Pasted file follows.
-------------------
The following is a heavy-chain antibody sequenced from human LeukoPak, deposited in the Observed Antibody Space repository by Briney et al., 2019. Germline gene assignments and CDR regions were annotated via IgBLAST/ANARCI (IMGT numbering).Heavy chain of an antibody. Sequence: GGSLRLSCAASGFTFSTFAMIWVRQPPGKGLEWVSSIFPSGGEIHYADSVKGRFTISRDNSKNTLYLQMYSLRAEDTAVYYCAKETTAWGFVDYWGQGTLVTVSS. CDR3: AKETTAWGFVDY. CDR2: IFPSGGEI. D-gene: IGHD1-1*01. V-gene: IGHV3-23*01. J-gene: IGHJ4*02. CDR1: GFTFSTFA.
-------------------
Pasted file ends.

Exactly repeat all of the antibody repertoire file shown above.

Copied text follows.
The following is a heavy-chain antibody sequenced from human LeukoPak, deposited in the Observed Antibody Space repository by Briney et al., 2019. Germline gene assignments and CDR regions were annotated via IgBLAST/ANARCI (IMGT numbering).Heavy chain of an antibody. Sequence: GGSLRLSCAASGFTFSTFAMIWVRQPPGKGLEWVSSIFPSGGEIHYADSVKGRFTISRDNSKNTLYLQMYSLRAEDTAVYYCAKETTAWGFVDYWGQGTLVTVSS. CDR3: AKETTAWGFVDY. CDR2: IFPSGGEI. D-gene: IGHD1-1*01. V-gene: IGHV3-23*01. J-gene: IGHJ4*02. CDR1: GFTFSTFA.